For some people, being unable to get online feels like losing a limb. But for businesses, losing internet access can be much more serious. You can be looking at missed enquiries, lost orders, a lack of productivity … potentially, you’re losing money every minute you’re offline.

If you rely on the internet, it’s a very good idea to think about how your business would cope if your connection failed. Obviously, you’ll hope this never happens, particularly if you’ve chosen a good quality broadband supplier.

However, even the best internet connections can fail occasionally – so here are five ways to get back online in a pinch.

  1.  Ask your neighbours

If you share a building with another business, consider setting up a reciprocal arrangement to share internet connections. If yours fails, you can borrow theirs – and vice versa. Just make sure you get your connections from different providers so problems don’t affect you both.

  1.  Buy a backup line

Basic broadband connections can cost as little as £10 a month. So why not buy one to use as a backup? It might not be as fast as your main connection, but it’ll get you online in an emergency. The extra cost is low – see it as a kind of insurance for your business, if you like.

  1.  Get a mobile connection

Mobile broadband connections are available from mobile phone networks. You buy a small ‘dongle’ which plugs in to your computer and connects you to the internet. Mobile connections tend not to be as fast as fixed-line broadband and coverage varies vastly. But if you’re in a strong signal area, it can be an effective temporary option.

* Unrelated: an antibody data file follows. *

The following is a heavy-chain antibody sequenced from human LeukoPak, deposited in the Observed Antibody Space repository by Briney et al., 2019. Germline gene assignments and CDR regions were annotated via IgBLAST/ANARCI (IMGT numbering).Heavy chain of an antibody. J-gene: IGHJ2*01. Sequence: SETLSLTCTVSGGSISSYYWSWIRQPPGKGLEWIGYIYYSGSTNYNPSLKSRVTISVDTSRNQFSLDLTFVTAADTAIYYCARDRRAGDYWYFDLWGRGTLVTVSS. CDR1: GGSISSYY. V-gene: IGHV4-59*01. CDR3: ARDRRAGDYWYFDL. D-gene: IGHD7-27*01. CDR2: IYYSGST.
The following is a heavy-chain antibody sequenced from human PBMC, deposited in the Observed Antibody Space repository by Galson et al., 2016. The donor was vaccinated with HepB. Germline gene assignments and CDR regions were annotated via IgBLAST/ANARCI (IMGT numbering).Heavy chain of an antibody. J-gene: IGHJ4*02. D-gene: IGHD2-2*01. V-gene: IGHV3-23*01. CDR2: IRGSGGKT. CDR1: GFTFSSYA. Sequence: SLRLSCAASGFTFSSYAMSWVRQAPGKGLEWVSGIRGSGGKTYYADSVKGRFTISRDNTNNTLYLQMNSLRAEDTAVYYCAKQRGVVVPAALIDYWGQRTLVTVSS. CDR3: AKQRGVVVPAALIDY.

1.  Start working flexibly

If there’s no internet connection at your premises, why not get out and about? You can find free wireless internet in cafes, restaurants, pubs and – increasingly – in ‘coworking’ spaces specifically designed for mobile workers. Grab a coffee and log on – you’ll be surprised at how productive you can be. WorkSnug is an online directory of places to work in the UK.

  1.  Have a backup office

Some big companies – like banks and insurance firms – maintain emergency premises they can decamp to in the event of problems. For most smaller firms, providing such facilities is prohibitively expensive and over the top. But you could look into options like Regus Businessworld membership, to give you an alternative place to work from in an emergency.

Of course, none of these options are ideal, and you’ll probably suffer some loss of productivity no matter how quickly you can get back online following a problem. But at least if you have a plan for emergency internet access, you can keep dealing with customer emails and access cloud computing services with minimal disruption.